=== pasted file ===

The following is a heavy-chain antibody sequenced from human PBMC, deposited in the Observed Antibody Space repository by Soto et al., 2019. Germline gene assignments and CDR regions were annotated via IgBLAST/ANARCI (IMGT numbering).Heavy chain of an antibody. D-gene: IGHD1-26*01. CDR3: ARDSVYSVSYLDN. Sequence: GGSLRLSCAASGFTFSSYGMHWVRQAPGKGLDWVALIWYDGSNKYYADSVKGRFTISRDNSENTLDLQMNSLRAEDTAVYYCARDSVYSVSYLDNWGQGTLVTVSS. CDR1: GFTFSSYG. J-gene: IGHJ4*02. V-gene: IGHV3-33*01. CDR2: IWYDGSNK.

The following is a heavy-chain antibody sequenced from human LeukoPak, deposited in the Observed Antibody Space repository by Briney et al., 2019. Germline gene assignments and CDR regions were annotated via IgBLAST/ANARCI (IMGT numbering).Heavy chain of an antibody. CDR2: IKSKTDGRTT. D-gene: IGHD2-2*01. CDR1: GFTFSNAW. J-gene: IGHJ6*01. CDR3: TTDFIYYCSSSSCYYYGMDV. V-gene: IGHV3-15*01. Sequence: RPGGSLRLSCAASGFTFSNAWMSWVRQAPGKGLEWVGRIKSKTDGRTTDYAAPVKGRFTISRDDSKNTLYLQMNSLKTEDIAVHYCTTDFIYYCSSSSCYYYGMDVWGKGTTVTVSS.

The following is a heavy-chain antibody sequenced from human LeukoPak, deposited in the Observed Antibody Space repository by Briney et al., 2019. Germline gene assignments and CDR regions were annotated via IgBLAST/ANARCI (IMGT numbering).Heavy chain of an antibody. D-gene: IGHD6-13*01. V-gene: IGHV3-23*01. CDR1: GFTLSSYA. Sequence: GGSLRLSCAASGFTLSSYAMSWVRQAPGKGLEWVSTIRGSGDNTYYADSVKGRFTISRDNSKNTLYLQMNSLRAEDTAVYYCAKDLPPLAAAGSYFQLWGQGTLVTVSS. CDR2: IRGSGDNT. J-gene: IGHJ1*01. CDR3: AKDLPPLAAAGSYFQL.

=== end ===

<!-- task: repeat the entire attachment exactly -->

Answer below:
The following is a heavy-chain antibody sequenced from human PBMC, deposited in the Observed Antibody Space repository by Soto et al., 2019. Germline gene assignments and CDR regions were annotated via IgBLAST/ANARCI (IMGT numbering).Heavy chain of an antibody. D-gene: IGHD1-26*01. CDR3: ARDSVYSVSYLDN. Sequence: GGSLRLSCAASGFTFSSYGMHWVRQAPGKGLDWVALIWYDGSNKYYADSVKGRFTISRDNSENTLDLQMNSLRAEDTAVYYCARDSVYSVSYLDNWGQGTLVTVSS. CDR1: GFTFSSYG. J-gene: IGHJ4*02. V-gene: IGHV3-33*01. CDR2: IWYDGSNK.

The following is a heavy-chain antibody sequenced from human LeukoPak, deposited in the Observed Antibody Space repository by Briney et al., 2019. Germline gene assignments and CDR regions were annotated via IgBLAST/ANARCI (IMGT numbering).Heavy chain of an antibody. CDR2: IKSKTDGRTT. D-gene: IGHD2-2*01. CDR1: GFTFSNAW. J-gene: IGHJ6*01. CDR3: TTDFIYYCSSSSCYYYGMDV. V-gene: IGHV3-15*01. Sequence: RPGGSLRLSCAASGFTFSNAWMSWVRQAPGKGLEWVGRIKSKTDGRTTDYAAPVKGRFTISRDDSKNTLYLQMNSLKTEDIAVHYCTTDFIYYCSSSSCYYYGMDVWGKGTTVTVSS.

The following is a heavy-chain antibody sequenced from human LeukoPak, deposited in the Observed Antibody Space repository by Briney et al., 2019. Germline gene assignments and CDR regions were annotated via IgBLAST/ANARCI (IMGT numbering).Heavy chain of an antibody. D-gene: IGHD6-13*01. V-gene: IGHV3-23*01. CDR1: GFTLSSYA. Sequence: GGSLRLSCAASGFTLSSYAMSWVRQAPGKGLEWVSTIRGSGDNTYYADSVKGRFTISRDNSKNTLYLQMNSLRAEDTAVYYCAKDLPPLAAAGSYFQLWGQGTLVTVSS. CDR2: IRGSGDNT. J-gene: IGHJ1*01. CDR3: AKDLPPLAAAGSYFQL.